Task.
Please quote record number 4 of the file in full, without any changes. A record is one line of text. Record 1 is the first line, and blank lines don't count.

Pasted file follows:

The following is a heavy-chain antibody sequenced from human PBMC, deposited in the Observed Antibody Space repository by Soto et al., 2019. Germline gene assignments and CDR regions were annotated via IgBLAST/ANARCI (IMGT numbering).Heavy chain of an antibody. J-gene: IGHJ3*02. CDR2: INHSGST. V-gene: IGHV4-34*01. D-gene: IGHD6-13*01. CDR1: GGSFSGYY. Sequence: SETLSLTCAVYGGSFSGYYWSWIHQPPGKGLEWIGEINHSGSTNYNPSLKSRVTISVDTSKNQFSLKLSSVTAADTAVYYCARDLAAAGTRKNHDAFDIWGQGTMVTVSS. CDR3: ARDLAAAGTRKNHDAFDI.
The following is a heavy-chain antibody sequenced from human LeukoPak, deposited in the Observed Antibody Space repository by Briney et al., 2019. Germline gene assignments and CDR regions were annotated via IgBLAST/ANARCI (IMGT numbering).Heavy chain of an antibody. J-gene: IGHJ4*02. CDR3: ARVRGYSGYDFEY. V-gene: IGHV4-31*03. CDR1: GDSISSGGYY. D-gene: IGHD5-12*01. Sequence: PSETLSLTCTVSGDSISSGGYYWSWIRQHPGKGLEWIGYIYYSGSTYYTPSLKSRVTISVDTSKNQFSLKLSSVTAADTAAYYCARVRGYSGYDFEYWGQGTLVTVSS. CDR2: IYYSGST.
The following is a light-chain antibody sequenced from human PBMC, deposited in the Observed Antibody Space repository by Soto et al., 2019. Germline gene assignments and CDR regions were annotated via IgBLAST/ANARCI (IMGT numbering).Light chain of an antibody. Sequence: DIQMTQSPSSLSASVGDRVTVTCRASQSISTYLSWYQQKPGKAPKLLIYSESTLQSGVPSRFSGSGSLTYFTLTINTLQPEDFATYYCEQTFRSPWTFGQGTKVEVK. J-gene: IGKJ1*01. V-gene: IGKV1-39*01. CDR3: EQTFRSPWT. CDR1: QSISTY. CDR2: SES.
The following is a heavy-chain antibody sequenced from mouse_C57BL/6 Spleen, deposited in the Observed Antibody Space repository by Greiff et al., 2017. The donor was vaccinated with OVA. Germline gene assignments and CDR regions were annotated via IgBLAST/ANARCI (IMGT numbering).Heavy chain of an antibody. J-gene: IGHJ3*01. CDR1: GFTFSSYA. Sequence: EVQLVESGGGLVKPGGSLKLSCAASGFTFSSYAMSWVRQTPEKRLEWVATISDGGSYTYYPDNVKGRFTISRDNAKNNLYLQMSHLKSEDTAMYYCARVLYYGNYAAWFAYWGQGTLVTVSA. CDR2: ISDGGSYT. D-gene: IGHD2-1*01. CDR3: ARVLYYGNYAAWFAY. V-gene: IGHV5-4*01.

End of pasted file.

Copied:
The following is a heavy-chain antibody sequenced from mouse_C57BL/6 Spleen, deposited in the Observed Antibody Space repository by Greiff et al., 2017. The donor was vaccinated with OVA. Germline gene assignments and CDR regions were annotated via IgBLAST/ANARCI (IMGT numbering).Heavy chain of an antibody. J-gene: IGHJ3*01. CDR1: GFTFSSYA. Sequence: EVQLVESGGGLVKPGGSLKLSCAASGFTFSSYAMSWVRQTPEKRLEWVATISDGGSYTYYPDNVKGRFTISRDNAKNNLYLQMSHLKSEDTAMYYCARVLYYGNYAAWFAYWGQGTLVTVSA. CDR2: ISDGGSYT. D-gene: IGHD2-1*01. CDR3: ARVLYYGNYAAWFAY. V-gene: IGHV5-4*01.